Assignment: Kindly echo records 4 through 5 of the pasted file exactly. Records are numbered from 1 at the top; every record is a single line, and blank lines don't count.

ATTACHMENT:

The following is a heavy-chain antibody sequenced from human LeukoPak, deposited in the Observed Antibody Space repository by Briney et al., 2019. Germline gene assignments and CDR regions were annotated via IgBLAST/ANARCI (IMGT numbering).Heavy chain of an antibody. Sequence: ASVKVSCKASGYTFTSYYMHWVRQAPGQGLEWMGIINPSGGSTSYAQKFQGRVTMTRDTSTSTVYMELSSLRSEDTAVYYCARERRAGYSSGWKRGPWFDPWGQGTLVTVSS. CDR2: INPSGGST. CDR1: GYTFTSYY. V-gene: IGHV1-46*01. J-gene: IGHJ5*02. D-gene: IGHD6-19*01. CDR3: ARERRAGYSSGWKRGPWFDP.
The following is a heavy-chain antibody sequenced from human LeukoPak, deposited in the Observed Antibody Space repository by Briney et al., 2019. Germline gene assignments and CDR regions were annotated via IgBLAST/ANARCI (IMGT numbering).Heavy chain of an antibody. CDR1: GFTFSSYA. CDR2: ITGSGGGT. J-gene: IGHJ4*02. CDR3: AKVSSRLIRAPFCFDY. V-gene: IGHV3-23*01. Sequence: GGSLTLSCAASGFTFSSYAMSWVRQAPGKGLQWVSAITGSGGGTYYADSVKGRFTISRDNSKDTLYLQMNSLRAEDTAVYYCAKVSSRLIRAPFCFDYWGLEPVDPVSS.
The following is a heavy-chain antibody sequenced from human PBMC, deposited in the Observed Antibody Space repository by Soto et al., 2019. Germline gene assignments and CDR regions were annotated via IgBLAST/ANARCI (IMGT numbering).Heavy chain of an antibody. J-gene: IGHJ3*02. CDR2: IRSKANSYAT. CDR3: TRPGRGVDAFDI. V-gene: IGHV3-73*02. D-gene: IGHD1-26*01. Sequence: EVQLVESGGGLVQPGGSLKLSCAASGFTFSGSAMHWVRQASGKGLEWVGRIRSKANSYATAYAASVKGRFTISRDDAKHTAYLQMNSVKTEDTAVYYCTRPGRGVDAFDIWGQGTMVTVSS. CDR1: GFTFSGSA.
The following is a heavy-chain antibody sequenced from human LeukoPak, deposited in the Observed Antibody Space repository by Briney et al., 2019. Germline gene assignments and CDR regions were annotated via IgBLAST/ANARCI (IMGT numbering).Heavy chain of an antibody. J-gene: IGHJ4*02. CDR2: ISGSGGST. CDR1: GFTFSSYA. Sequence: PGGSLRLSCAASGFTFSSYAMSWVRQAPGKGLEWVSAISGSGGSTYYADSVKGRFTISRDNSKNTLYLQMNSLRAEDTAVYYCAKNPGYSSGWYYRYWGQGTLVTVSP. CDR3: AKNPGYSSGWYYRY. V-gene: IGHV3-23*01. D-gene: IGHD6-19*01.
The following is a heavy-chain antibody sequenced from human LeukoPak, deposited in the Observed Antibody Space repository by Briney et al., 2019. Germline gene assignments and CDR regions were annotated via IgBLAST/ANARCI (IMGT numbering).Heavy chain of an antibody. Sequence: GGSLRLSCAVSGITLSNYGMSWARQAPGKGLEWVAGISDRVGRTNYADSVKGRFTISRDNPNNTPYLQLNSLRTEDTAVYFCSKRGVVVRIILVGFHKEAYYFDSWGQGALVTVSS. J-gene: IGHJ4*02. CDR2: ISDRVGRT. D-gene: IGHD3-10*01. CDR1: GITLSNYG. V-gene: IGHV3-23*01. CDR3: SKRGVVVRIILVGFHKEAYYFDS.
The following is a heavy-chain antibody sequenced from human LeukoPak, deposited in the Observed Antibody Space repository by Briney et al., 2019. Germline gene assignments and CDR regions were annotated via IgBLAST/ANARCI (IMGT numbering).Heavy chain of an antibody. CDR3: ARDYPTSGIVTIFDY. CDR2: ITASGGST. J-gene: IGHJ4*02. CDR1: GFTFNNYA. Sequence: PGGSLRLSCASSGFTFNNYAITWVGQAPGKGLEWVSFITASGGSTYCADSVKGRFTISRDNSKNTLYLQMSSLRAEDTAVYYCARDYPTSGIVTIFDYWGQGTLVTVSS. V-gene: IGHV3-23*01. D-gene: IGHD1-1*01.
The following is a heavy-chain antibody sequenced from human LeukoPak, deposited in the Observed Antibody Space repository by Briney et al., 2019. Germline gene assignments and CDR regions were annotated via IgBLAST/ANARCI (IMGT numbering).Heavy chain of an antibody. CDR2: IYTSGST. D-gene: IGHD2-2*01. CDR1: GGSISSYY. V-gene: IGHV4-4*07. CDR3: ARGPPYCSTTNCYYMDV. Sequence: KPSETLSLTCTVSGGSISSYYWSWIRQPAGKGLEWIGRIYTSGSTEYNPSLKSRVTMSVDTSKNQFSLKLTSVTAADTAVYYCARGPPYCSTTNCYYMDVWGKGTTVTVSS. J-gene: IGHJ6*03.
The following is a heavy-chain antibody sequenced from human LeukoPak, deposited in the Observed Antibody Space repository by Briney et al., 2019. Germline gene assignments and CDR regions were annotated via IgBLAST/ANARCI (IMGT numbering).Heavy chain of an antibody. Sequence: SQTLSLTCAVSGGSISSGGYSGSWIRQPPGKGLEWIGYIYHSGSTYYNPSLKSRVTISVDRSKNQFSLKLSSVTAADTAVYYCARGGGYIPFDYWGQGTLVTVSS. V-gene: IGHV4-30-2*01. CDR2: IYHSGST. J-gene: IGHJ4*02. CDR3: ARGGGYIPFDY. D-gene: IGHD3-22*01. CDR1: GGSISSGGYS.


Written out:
The following is a heavy-chain antibody sequenced from human LeukoPak, deposited in the Observed Antibody Space repository by Briney et al., 2019. Germline gene assignments and CDR regions were annotated via IgBLAST/ANARCI (IMGT numbering).Heavy chain of an antibody. J-gene: IGHJ4*02. CDR2: ISGSGGST. CDR1: GFTFSSYA. Sequence: PGGSLRLSCAASGFTFSSYAMSWVRQAPGKGLEWVSAISGSGGSTYYADSVKGRFTISRDNSKNTLYLQMNSLRAEDTAVYYCAKNPGYSSGWYYRYWGQGTLVTVSP. CDR3: AKNPGYSSGWYYRY. V-gene: IGHV3-23*01. D-gene: IGHD6-19*01.
The following is a heavy-chain antibody sequenced from human LeukoPak, deposited in the Observed Antibody Space repository by Briney et al., 2019. Germline gene assignments and CDR regions were annotated via IgBLAST/ANARCI (IMGT numbering).Heavy chain of an antibody. Sequence: GGSLRLSCAVSGITLSNYGMSWARQAPGKGLEWVAGISDRVGRTNYADSVKGRFTISRDNPNNTPYLQLNSLRTEDTAVYFCSKRGVVVRIILVGFHKEAYYFDSWGQGALVTVSS. J-gene: IGHJ4*02. CDR2: ISDRVGRT. D-gene: IGHD3-10*01. CDR1: GITLSNYG. V-gene: IGHV3-23*01. CDR3: SKRGVVVRIILVGFHKEAYYFDS.